The migrants and refugees are leaving their countries and homes for different reasons. People are fleeing war, suppression, injustice, hunger and unemployment. But what they all have in common is a dream for a better life in Europe. They are hoping for a safe environment where they can start a new life, find a job, and earn money to support their families.
I don’t know, I think this is different from person to person.
As far as I know, about 70 per cent of the migrants and refugees are young men. I guess this is the case because the journeys are very dangerous and also physically very demanding. So no, it is not a choice I have made, I simply only encountered men on my first trips.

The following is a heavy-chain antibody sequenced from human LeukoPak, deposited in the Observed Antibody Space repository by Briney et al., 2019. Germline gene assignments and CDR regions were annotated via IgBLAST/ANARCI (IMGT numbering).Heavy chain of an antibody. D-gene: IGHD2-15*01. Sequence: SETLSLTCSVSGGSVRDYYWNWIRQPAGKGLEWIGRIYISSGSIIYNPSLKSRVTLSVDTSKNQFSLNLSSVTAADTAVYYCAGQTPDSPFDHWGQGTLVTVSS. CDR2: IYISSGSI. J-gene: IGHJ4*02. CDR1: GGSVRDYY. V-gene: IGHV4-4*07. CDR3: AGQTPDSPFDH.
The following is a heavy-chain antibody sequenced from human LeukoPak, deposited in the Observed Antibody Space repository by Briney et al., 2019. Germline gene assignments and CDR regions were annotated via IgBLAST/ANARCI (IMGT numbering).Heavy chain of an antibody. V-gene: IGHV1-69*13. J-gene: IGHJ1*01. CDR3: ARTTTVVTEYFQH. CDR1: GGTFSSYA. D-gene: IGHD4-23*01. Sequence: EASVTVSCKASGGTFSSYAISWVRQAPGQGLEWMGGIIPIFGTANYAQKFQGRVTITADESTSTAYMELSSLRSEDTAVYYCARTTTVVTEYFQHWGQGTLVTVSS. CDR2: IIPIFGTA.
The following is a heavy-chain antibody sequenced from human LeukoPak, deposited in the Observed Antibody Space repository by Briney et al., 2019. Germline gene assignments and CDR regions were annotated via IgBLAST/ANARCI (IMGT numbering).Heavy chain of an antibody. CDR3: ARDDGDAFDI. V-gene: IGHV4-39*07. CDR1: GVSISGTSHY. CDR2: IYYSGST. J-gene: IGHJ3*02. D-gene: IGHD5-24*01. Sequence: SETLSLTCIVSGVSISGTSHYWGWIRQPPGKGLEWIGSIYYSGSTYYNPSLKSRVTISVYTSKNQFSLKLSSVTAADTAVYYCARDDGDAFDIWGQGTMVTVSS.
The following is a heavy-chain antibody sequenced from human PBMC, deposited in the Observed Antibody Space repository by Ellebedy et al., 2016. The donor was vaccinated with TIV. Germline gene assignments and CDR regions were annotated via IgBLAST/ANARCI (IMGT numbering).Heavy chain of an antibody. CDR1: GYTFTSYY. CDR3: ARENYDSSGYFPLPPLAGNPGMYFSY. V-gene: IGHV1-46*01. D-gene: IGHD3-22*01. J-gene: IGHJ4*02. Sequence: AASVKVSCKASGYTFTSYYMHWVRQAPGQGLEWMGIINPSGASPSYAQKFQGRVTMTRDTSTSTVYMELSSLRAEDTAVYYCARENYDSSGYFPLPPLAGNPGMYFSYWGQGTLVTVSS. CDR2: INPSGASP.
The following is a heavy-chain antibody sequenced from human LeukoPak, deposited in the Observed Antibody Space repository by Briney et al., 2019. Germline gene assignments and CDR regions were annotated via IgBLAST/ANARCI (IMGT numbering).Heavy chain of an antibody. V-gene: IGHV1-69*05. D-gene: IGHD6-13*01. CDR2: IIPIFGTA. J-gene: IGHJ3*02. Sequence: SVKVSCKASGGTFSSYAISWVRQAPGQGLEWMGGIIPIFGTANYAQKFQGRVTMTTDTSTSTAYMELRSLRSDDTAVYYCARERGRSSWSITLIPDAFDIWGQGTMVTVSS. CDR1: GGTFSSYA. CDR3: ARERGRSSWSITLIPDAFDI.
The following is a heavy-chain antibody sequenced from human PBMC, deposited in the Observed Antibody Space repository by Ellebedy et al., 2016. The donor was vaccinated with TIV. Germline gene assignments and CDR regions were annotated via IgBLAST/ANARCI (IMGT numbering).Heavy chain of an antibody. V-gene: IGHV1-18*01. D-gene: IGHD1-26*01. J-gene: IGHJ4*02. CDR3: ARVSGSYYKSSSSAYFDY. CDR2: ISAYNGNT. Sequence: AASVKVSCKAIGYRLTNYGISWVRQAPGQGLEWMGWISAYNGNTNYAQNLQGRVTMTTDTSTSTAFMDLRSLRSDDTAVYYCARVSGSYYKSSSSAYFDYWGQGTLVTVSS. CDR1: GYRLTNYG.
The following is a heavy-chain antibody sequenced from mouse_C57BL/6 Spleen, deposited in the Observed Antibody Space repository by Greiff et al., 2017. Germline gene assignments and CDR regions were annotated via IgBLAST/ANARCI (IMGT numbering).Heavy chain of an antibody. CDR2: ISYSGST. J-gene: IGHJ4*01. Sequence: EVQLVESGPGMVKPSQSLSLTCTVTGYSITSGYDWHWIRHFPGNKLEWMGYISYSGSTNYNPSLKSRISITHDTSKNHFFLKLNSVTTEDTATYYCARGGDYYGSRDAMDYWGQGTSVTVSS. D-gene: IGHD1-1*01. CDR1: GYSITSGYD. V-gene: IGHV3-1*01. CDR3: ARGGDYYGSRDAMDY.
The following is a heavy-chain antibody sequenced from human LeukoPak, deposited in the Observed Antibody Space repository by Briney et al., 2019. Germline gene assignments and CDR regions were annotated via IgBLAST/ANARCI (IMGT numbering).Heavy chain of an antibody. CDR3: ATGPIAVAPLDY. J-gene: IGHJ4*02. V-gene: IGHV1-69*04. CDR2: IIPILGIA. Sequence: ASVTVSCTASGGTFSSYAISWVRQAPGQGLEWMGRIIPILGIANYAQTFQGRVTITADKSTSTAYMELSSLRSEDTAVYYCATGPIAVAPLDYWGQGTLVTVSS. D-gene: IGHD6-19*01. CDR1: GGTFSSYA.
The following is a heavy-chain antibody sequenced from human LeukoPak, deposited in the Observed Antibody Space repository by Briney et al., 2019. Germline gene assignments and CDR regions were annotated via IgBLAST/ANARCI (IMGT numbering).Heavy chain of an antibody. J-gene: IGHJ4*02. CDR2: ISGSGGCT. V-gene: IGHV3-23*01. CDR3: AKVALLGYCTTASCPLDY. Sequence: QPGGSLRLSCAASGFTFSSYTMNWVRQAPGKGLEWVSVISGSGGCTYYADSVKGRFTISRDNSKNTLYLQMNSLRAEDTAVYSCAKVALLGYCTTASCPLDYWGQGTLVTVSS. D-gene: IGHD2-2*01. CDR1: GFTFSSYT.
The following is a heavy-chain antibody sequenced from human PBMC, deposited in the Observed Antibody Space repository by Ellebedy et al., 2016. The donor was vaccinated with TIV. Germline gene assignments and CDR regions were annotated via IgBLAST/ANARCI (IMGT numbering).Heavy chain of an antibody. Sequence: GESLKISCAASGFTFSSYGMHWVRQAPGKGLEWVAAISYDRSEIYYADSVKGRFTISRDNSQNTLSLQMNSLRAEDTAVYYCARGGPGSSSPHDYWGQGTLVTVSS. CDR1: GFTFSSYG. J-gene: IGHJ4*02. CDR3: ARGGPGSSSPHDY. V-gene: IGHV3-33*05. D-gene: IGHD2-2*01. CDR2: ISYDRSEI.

To be honest I am not quite sure. So far I have decided not to photograph children for various reasons, but this might change in the future. I do believe that every life matters and I don’t make the distinction between an economic migrant and a refugee from a war torn country, and I also don’t make a distinction between young and old or male and female. I am trying to portray refugees and migrants in a respectful and dignified manner and I should probably also include children, no matter how this might be perceived.
It really depends, of course there are people who do not want to be photographed and I totally understand and respect that decision. Overall I have to say that the people I met were extremely friendly and open.